Brooklyn, one building at a time.
Name: Former National Surgical Stores, now boarded up
Address: 1521 East New York Avenue
Cross Streets: Rockaway Avenue and Prospect Place
Year Built: Around 1925
Architectural Style: Renaissance Revival
The story: To me, there is not much sadder than unrealized potential. That goes not only for people, but for neighborhoods and the buildings in them. When the enthusiastic and forward thinking people who settled in the part of Brownsville, near the Crown Heights border, at the turn of the 20th century, they thought their homes and businesses would last the ages. The city built handsome civic buildings, like the 65th Precinct, just up the block from here, and East New York Avenue was developed as a fine commercial and residential thoroughfare, worthy of its proximity to the famous Eastern Parkway, only a block away.
One of the growing companies to build a factory and headquarters here was the New York Truss and Instrument Company. They manufactured and sold orthopedic medical aids such as elastic hosiery, braces, trusses and arch supports. They first worked out of a wood-framed building with a large wagon shed angled on the Prospect Place side of the building. That building would be replaced by this rather impressive structure, which still has the angled shipping entrance on Prospect.
From what little records that are available on line, it seems that the building was built sometime around 1925, the same time the name of the company changed to the National Surgical Stores. Their new building was still their factory and shipping location, but also held a showroom and retail store. I would imagine, considering their product line, that the wholesale department would be on the second floor, in front of a marvelous arched window, not causing a retail customer to need additional products just to get upstairs.
The NSS also had an office at 1276 Broadway, on the corner of Lexington Avenue, not really all that far from here. Records on the company are not forthcoming on line, so I wonder how long they were here. This is really a fine building. It would have had a two story divided window underneath that great archway. The cartouche in the keystone has the company’s initials on it. The building is not overly ornamented, but who needs to gild the lily with that window? There is plenty of room in the rest of the building for the rest of the company operations; it’s really much larger than it looks – 4,626 square feet.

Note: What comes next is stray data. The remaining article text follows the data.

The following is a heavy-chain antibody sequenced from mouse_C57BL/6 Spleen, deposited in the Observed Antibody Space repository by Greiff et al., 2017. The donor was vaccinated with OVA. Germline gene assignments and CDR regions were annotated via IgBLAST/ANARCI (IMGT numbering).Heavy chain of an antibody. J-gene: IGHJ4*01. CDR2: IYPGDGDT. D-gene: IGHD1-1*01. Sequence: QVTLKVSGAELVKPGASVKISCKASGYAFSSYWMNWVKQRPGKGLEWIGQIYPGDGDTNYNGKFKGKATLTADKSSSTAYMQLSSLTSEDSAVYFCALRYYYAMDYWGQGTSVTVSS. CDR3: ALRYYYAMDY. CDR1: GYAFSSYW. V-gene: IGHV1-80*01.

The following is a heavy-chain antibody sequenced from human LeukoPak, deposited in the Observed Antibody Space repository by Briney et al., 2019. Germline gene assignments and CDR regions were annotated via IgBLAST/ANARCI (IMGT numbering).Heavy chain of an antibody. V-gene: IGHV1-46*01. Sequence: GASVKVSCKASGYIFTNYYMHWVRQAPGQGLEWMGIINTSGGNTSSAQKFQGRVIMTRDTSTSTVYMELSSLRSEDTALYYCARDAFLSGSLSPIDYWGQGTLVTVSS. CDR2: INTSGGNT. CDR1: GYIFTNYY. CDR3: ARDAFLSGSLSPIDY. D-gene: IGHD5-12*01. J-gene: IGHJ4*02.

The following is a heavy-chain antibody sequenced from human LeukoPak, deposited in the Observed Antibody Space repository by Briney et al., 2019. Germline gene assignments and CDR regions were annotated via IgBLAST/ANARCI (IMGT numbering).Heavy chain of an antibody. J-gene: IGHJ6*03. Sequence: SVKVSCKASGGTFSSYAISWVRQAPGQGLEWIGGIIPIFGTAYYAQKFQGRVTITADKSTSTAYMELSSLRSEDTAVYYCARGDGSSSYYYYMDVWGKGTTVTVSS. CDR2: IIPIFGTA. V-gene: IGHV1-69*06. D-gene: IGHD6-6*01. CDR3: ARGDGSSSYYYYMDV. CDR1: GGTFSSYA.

Brownsville did not do well in the latter part of the 20th century, and most of its industry left along with everything else, especially when the city crowded acres upon acres of land with housing project towers. Even the police precinct closed, abandoned for more urban fortress-like digs. According to city records, this building was owned by the Ortiz Funeral Home for a while, and they were the sellers to an LLC in 2010.
But whenever Ortiz owned it, it was a long time ago. The building has been thoroughly sealed since the early 1980s, as evidenced by tax photos. Someone is sitting on it, waiting for better days. The way Brooklyn real estate is going; those days will be here sooner than anyone thinks. I wonder what will happen to it? I wonder what will happen to all of the people here now. There’s not going to be anywhere to go. GMAP
Thanks to Matthew S. Kiernan for much of the information herein. Above photo: Google Maps